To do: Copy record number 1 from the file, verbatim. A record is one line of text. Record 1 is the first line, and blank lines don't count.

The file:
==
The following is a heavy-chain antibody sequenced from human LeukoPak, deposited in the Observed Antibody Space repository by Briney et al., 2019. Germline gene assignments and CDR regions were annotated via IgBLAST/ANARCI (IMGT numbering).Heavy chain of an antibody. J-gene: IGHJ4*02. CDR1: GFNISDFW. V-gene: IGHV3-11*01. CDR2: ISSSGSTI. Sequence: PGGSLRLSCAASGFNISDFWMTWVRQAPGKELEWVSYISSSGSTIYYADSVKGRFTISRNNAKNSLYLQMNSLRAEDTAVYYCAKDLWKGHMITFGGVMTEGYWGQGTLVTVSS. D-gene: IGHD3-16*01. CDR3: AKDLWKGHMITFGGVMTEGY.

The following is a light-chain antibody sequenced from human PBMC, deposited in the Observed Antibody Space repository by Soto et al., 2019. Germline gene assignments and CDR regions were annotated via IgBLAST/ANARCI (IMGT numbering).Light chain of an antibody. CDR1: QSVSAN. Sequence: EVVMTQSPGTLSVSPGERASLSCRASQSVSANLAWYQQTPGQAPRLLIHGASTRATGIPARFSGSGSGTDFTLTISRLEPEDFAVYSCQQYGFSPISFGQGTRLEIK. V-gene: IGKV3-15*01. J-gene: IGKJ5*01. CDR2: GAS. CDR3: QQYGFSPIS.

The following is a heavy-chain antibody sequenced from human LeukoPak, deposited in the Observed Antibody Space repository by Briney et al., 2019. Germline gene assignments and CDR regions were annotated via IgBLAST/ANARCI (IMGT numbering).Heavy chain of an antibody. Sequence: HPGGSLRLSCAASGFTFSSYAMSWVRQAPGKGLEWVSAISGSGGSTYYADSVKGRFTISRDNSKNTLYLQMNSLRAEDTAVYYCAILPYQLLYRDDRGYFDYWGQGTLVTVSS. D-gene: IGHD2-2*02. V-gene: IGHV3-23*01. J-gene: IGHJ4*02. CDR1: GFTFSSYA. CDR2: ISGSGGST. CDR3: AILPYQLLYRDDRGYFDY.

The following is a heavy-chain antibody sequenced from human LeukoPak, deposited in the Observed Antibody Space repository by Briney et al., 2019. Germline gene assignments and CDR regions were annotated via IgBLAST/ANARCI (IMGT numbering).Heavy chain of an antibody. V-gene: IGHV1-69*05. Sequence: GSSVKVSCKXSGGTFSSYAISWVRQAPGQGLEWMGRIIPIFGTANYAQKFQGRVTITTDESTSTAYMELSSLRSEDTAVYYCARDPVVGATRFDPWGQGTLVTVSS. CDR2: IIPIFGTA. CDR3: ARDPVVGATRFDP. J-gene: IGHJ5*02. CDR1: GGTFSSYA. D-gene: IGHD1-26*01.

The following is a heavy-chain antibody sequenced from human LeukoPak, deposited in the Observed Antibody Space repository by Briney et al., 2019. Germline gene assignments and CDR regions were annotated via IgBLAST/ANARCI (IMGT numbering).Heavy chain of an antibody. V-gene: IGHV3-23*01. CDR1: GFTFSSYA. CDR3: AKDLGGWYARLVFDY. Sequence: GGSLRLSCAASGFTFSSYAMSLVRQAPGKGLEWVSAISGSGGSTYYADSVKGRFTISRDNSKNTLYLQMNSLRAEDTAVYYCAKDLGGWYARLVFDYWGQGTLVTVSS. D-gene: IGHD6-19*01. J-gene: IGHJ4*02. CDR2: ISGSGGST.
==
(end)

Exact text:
The following is a heavy-chain antibody sequenced from human LeukoPak, deposited in the Observed Antibody Space repository by Briney et al., 2019. Germline gene assignments and CDR regions were annotated via IgBLAST/ANARCI (IMGT numbering).Heavy chain of an antibody. J-gene: IGHJ4*02. CDR1: GFNISDFW. V-gene: IGHV3-11*01. CDR2: ISSSGSTI. Sequence: PGGSLRLSCAASGFNISDFWMTWVRQAPGKELEWVSYISSSGSTIYYADSVKGRFTISRNNAKNSLYLQMNSLRAEDTAVYYCAKDLWKGHMITFGGVMTEGYWGQGTLVTVSS. D-gene: IGHD3-16*01. CDR3: AKDLWKGHMITFGGVMTEGY.